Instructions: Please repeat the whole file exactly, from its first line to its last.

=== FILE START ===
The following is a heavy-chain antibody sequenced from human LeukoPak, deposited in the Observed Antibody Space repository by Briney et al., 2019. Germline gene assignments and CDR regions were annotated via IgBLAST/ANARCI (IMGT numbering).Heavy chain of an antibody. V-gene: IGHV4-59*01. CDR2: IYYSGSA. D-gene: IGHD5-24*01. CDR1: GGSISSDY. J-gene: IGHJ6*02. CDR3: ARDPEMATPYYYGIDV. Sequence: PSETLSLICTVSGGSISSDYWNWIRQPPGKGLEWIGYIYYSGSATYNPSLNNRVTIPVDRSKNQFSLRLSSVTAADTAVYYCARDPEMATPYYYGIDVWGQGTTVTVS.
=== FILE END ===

The following is a heavy-chain antibody sequenced from human LeukoPak, deposited in the Observed Antibody Space repository by Briney et al., 2019. Germline gene assignments and CDR regions were annotated via IgBLAST/ANARCI (IMGT numbering).Heavy chain of an antibody. V-gene: IGHV4-59*01. CDR2: IYYSGSA. D-gene: IGHD5-24*01. CDR1: GGSISSDY. J-gene: IGHJ6*02. CDR3: ARDPEMATPYYYGIDV. Sequence: PSETLSLICTVSGGSISSDYWNWIRQPPGKGLEWIGYIYYSGSATYNPSLNNRVTIPVDRSKNQFSLRLSSVTAADTAVYYCARDPEMATPYYYGIDVWGQGTTVTVS.